Home Editorials Some improvement?

Some improvement?


India’s civil aviation sector has been stalled by mindless government policies. That provides an opportunity for the railways to make some money. It cannot extract more money from the cattle class, but by providing high end services to what would otherwise be air passengers, it can do something to balance its budget. This idea seems to have struck Railway Minister Pawan Kumar Bansal’s team, which is why value-additions have been proposed. This could lead to an improved service culture in the Railways that could also benefit the general class of traveller.
It is not that the Railways have not improved their performance. One of the major breakthroughs has been the check on corruption, and the rush at the ticket windows, by introducing online ticket bookings for individuals and ticket agents. Along with the Tatkal facility, it has made it possible to avoid the tension and inconvenience often involved in reserving seats on trains. The system, however, is in the habit of becoming overburdened with traffic and annoying slowdowns. Bansal has made upgradation of this facility a priority, which will go a long way towards making things easy for passengers.
The decision to introduce escalators at key railway stations, which needs to be expanded as soon as possible to cover all stations, is yet another critical and intelligent decision. There is a very large section of elderly persons that finds train travel inconvenient for the simple reason that they cannot climb the stairs. This will remedy the problem. The introduction of luxury coaches with all the bells and whistles will bring back the high spending class to the railways, providing some extra income.
It is totally pointless to try and match the infrastructure expansion of a country like China with its high-speed trains. What India can do is to improve the quality of infrastructure in a matching way. Safety is another important feature that could be emphasised, even if it means putting off increasing the speed of the trains. The security of passengers, particularly women, also needs to be enhanced in a hugely proactive way. The Indian Railways cannot look, behave and smell like the nineteenth century any more. There is much that exists in India to improve the train-travel experience, particularly for tourists, which can also be imaginatively leveraged.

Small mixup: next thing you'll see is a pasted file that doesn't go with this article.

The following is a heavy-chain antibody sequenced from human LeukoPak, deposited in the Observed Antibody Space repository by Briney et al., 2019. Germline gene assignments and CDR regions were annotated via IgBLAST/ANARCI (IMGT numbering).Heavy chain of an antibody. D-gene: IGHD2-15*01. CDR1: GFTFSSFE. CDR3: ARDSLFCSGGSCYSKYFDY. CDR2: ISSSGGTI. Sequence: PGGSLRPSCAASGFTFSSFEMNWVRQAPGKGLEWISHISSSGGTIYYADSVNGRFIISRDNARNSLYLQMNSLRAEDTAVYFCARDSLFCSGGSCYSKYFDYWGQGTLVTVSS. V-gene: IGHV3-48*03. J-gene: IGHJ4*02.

Bansal has promised a five-star experience on the trains. The intent is certainly good because it cannot be done without overall improvement and a trickle-down effect. The question is how much of it he can deliver. The Congress might want improvements – therefore short-cuts – within the next year, but the general public would like long term improvement that eventually delivers the goods. Acknowledgement of present day needs such as Wi-Fi connectivity, good quality food, etc., indicates they are looking in the right direction.
At the same time, there are the larger issues involved. Overall, there is capacity crunch that needs to be met. While the return of high-end passengers might be a good thing from the point of revenue generation, it means that supply will fall further short. Civil aviation was expected to meet the needs of the upper middle class, but has failed to expand to the point of making air travel affordable.
Capacity has also to be added in freight transportation. The plans made, so far, have been held up everywhere thanks to opposition with regard to land acquisition, and the usual vested interests represented by one or the other NGO. This is one of the primary reasons for keeping India from becoming a 21st century economy.
Uttarakhand is reported to have got clearance for the Tanakpur-Bageshwar rail link, and some other sops. West Bengal and Bihar have had reason to complain. Obviously, Bansal has not refrained from playing the kind of politics Railway Ministers have before him.